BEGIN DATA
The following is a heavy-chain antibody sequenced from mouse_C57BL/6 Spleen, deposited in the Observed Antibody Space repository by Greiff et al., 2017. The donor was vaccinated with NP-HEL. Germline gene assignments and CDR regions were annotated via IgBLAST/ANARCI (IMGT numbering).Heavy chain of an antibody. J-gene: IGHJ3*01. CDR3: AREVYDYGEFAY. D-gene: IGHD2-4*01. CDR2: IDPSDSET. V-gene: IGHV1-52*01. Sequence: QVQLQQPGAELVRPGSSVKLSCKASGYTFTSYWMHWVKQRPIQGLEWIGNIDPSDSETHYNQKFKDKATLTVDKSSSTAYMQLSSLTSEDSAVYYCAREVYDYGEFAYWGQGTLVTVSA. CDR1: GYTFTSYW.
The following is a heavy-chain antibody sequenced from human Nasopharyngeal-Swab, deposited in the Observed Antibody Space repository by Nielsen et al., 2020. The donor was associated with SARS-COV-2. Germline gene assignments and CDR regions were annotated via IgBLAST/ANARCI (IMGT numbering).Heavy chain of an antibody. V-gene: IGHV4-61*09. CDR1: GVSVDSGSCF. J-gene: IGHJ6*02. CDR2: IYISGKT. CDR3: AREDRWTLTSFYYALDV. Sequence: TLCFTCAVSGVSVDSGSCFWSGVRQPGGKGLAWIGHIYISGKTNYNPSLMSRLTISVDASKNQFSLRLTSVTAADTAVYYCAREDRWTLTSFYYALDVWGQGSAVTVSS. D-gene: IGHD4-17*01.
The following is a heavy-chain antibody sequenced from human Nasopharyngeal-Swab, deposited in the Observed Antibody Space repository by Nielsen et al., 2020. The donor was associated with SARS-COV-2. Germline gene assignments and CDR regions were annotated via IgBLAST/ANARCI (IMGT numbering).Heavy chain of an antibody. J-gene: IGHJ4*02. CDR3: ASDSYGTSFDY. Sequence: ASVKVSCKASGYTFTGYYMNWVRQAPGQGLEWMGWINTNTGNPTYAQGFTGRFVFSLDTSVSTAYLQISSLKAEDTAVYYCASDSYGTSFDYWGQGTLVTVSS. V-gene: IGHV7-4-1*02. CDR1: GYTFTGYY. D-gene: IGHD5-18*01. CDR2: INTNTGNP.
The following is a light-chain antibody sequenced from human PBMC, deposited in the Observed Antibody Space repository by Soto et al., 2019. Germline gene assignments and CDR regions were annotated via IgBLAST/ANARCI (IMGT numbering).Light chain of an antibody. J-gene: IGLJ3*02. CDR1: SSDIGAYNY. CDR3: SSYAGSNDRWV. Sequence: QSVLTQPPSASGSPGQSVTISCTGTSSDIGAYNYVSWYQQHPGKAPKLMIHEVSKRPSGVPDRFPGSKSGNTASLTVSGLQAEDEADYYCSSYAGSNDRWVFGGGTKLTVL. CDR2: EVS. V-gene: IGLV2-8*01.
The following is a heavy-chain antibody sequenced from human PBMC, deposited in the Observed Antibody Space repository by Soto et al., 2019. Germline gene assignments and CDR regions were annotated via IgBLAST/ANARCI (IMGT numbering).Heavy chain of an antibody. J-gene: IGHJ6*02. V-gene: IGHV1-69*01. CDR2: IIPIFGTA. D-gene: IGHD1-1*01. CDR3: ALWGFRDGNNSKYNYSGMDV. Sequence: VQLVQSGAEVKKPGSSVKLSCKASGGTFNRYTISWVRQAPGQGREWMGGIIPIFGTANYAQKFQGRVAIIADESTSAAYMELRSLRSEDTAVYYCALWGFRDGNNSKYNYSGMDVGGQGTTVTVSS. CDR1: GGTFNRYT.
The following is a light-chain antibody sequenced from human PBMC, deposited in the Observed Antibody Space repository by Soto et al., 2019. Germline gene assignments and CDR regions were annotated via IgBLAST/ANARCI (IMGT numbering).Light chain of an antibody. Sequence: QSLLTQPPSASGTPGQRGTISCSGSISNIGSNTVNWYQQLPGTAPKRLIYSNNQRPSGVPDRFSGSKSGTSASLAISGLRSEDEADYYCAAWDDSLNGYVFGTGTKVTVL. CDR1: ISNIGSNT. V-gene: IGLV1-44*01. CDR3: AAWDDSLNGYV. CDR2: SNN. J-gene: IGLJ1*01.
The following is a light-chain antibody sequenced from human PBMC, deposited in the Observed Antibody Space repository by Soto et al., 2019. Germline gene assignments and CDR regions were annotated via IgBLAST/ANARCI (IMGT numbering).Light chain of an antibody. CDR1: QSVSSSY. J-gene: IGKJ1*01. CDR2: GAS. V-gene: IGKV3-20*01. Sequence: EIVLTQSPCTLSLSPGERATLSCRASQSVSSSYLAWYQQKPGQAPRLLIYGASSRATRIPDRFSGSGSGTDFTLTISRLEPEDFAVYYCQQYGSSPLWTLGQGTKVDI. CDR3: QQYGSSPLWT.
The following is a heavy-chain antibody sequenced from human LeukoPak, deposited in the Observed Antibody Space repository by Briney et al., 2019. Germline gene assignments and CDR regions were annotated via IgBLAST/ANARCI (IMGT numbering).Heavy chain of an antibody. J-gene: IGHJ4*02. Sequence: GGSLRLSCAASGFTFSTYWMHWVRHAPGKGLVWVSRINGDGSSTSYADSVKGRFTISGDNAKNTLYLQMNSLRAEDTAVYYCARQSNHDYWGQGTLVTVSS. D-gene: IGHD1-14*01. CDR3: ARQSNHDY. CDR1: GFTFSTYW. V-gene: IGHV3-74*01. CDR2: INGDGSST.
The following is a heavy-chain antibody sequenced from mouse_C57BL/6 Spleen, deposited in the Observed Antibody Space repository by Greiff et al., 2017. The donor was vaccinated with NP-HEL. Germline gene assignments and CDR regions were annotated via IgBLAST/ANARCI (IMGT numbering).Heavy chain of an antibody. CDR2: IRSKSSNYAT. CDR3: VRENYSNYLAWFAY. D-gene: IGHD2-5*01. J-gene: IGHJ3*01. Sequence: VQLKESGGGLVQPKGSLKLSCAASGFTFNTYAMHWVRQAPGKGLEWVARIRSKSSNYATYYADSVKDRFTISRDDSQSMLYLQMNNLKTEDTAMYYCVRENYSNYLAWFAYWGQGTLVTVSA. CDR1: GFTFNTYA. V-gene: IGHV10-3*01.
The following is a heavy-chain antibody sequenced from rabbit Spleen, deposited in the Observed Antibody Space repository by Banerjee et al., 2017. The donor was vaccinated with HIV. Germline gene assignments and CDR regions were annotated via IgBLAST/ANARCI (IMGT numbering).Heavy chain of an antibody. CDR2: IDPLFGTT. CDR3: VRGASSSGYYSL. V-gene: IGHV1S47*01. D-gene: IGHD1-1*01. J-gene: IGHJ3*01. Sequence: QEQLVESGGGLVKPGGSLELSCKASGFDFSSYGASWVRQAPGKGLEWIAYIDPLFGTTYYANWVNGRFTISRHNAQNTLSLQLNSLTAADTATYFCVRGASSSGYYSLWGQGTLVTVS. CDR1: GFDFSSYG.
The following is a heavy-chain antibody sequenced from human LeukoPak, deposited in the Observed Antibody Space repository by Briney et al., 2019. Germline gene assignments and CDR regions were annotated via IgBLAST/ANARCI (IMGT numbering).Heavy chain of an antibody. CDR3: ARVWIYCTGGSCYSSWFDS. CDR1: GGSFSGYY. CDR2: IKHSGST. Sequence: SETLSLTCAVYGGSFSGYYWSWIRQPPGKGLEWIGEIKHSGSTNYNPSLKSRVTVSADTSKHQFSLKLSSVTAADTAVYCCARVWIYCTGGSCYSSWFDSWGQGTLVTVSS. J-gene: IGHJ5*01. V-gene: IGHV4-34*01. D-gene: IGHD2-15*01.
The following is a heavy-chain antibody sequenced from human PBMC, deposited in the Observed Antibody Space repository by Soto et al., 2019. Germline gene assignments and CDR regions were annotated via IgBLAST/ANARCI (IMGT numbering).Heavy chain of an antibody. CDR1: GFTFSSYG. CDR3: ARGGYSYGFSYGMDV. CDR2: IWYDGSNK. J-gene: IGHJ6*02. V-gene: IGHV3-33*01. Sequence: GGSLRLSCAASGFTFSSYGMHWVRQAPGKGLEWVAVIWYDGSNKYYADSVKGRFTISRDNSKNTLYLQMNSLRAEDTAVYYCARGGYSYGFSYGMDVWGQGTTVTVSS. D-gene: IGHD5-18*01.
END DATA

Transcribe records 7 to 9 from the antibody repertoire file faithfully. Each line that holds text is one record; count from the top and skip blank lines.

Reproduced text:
The following is a light-chain antibody sequenced from human PBMC, deposited in the Observed Antibody Space repository by Soto et al., 2019. Germline gene assignments and CDR regions were annotated via IgBLAST/ANARCI (IMGT numbering).Light chain of an antibody. CDR1: QSVSSSY. J-gene: IGKJ1*01. CDR2: GAS. V-gene: IGKV3-20*01. Sequence: EIVLTQSPCTLSLSPGERATLSCRASQSVSSSYLAWYQQKPGQAPRLLIYGASSRATRIPDRFSGSGSGTDFTLTISRLEPEDFAVYYCQQYGSSPLWTLGQGTKVDI. CDR3: QQYGSSPLWT.
The following is a heavy-chain antibody sequenced from human LeukoPak, deposited in the Observed Antibody Space repository by Briney et al., 2019. Germline gene assignments and CDR regions were annotated via IgBLAST/ANARCI (IMGT numbering).Heavy chain of an antibody. J-gene: IGHJ4*02. Sequence: GGSLRLSCAASGFTFSTYWMHWVRHAPGKGLVWVSRINGDGSSTSYADSVKGRFTISGDNAKNTLYLQMNSLRAEDTAVYYCARQSNHDYWGQGTLVTVSS. D-gene: IGHD1-14*01. CDR3: ARQSNHDY. CDR1: GFTFSTYW. V-gene: IGHV3-74*01. CDR2: INGDGSST.
The following is a heavy-chain antibody sequenced from mouse_C57BL/6 Spleen, deposited in the Observed Antibody Space repository by Greiff et al., 2017. The donor was vaccinated with NP-HEL. Germline gene assignments and CDR regions were annotated via IgBLAST/ANARCI (IMGT numbering).Heavy chain of an antibody. CDR2: IRSKSSNYAT. CDR3: VRENYSNYLAWFAY. D-gene: IGHD2-5*01. J-gene: IGHJ3*01. Sequence: VQLKESGGGLVQPKGSLKLSCAASGFTFNTYAMHWVRQAPGKGLEWVARIRSKSSNYATYYADSVKDRFTISRDDSQSMLYLQMNNLKTEDTAMYYCVRENYSNYLAWFAYWGQGTLVTVSA. CDR1: GFTFNTYA. V-gene: IGHV10-3*01.